The Classified Appendix Fifth Bullet on “Certain Counterterrorism Matters”

I want to make a really minor point about one of the documents produced to ACLU with the Drone Rule Book — which the White House calls a Presidential Policy Guidance — last week (here’s my working thread on the Rule Book). The Rule Book itself has a section that “requires” Congressional notification (but may be more important for the requirement that the White House must learn about information sharing before it happens, which might end up in less notification).

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As part of its implementation of the Rule Book, DOD released a Report on Congressional Notification of Sensitive Military Operations and Counterterrorism Operational Briefings (DOD released several related documents; CIA released nothing). Throughout the short document, it says the 2014 Defense Authorization (which was introduced after the Rule Book was signed but before DOD issued its Drone Rule Book implementation procedures and signed into law on December 23, 2013) and the PPG require Congress be informed of sensitive military operations. That’s the Executive Branch’s way of saying, “Congress has required we tell it what we’re doing but so has the President” as if they came up with the idea to do that additional reporting in the first place.

Its last section looks like this:

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Those bullets don’t come from the Rule Book (its notice requirement is far less detailed than that). Rather, they come from this section of the Defense Authorization.

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As you can see, that section mandates answers to bullets 1 through 4 (the unredacted ones), and then includes a conforming amendment that repeals this section from 2013’s Defense Authorization.

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The only difference in the unclassified portion of the 2014 Defense Authorization that replaced the 2013’s version is the deletion of the phrase “involving special operations forces.”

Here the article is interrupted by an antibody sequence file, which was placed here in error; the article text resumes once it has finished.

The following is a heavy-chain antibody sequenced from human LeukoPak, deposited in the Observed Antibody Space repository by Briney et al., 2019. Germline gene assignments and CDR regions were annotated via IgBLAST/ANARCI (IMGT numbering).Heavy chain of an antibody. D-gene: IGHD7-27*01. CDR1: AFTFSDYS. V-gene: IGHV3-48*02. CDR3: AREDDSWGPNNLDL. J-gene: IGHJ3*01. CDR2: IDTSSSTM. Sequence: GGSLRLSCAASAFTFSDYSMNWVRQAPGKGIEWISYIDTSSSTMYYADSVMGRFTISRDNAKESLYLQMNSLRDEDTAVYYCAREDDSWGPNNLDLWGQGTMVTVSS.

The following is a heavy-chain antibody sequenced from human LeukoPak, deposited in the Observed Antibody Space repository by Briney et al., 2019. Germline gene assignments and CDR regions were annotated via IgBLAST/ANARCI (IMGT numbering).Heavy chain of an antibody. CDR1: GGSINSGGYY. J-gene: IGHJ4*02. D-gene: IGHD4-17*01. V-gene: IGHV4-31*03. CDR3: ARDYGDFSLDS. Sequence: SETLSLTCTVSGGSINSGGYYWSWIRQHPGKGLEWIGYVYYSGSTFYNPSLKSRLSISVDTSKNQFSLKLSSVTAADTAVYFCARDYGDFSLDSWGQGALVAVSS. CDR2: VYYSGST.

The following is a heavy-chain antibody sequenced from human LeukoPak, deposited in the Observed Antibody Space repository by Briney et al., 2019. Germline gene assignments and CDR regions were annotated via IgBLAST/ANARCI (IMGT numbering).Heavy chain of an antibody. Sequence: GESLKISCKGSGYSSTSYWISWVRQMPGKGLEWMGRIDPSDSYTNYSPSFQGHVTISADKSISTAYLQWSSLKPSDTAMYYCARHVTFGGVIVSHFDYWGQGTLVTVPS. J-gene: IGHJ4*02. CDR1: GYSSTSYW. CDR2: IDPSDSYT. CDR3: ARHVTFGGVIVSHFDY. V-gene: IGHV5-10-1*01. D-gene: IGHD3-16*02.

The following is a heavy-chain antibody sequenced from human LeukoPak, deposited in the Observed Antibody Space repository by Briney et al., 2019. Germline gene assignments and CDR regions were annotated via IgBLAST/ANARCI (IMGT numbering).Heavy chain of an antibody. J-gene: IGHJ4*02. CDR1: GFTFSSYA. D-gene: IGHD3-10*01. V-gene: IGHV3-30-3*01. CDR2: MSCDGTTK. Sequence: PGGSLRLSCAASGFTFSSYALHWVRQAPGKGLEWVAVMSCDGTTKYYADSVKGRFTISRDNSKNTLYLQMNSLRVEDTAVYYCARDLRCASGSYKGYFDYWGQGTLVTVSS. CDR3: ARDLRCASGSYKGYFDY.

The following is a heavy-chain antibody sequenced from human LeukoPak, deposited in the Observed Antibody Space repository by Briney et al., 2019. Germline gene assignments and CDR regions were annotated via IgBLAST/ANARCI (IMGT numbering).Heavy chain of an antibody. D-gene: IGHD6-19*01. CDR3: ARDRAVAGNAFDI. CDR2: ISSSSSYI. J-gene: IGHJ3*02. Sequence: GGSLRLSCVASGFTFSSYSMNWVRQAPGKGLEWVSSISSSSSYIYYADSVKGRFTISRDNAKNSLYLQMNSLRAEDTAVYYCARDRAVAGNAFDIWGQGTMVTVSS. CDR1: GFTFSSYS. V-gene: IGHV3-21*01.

Of course, we can tell from the Report there’s a fifth, Top Secret bullet. It may well be that’s why they eliminated the prior year’s requirement and added a new almost identical one: to provide an opportunity to put that fifth bullet into the Defense Authorization’s classified appendix. That’s a wildarse guess, of course, but also a logical explanation for that fifth bullet: at a time when the White House was releasing fluffy documents pretending to be more open and orderly, Congress was secretly mandating additional reporting they weren’t getting.

There are a number of things that might be in that fifth bullet. Perhaps the least controversial of those would be a requirement that DOD tell Congress — actually just a tiny handful of members — which countries the US engages in lethal force in, and which groups we partner with to do it (this would be consistent with a number of items that are redacted in the Rule Book itself). You could imagine why, in 2013 and 2014, members of Congress might want to be told if the US was partnering with al Qaeda affiliates on lethal operations anywhere in the world, seeing as how we are ostensibly at war with al Qaeda.

As a reminder, Senate Intelligence Committee member Ron Wyden spent part of 2012 and 2013 unsuccessfully trying to get a list of all the places the government was engaging in lethal operations.

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As I said, this is a fairly minor point. But it also suggests that even while the Executive was leaking wildly to get good press about this Drone Rule book, Congress was at the same time mandating specifically some of the things the Rule Book only nodded to in theory.

Marcy has been blogging full time since 2007. She’s known for her live-blogging of the Scooter Libby trial, her discovery of the number of times Khalid Sheikh Mohammed was waterboarded, and generally for her weedy analysis of document dumps.

Marcy Wheeler is an independent journalist writing about national security and civil liberties. She writes as emptywheel at her eponymous blog, publishes at outlets including the Guardian, Salon, and the Progressive, and appears frequently on television and radio. She is the author of Anatomy of Deceit, a primer on the CIA leak investigation, and liveblogged the Scooter Libby trial.

Marcy has a PhD from the University of Michigan, where she researched the “feuilleton,” a short conversational newspaper form that has proven important in times of heightened censorship. Before and after her time in academics, Marcy provided documentation consulting for corporations in the auto, tech, and energy industries. She lives with her spouse and dog in Grand Rapids, MI.